Function Notation

Sunday 25 September 2005 at 6:17 pm | In Articles | 9 Comments

The notation f(x) is very common and is taught at A level (and sometimes earlier) in the UK. It’s well understood and used but has one well-known flaw – composition of functions. f\circ g or just fg is defined by fg(x)=f(g(x)). The problem here is that fg means do g first then f, rather than the other way round and is therefore counter-intuitive to the beginner.

One solution is to use a different notation for functions and use xf instead of f(x). It’s certainly more economical to write but, more importantly, the composite function fg is defined by x(fg)=(xf)g, which means do f then g. This seems to be much nicer if it weren’t for one thing. As far as I know, this notation is only taught in advanced courses (3rd year degree/postgraduate) and in books like Universal Algebra by P M Cohn, which is certainly not meant to be read by a novice. By this time, the f(x) is so engrained in a student’s mind it is quite difficult to change to xf – it certainly was for me 😕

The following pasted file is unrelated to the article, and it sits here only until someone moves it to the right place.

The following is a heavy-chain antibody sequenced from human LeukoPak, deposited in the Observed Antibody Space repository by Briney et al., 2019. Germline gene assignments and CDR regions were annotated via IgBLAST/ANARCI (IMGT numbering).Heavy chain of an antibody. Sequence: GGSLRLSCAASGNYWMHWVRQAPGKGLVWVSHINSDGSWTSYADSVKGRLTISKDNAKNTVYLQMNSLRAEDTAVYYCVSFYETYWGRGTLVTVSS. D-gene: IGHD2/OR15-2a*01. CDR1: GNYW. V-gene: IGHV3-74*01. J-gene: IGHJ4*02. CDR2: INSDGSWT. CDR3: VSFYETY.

Does anyone know if the xf notation is taught in more elementary mathematics courses; if so, how was it received?

Powered by WordPress with Pool theme design by Borja Fernandez.
Entries and comments feeds. Valid XHTML and CSS. ^Top^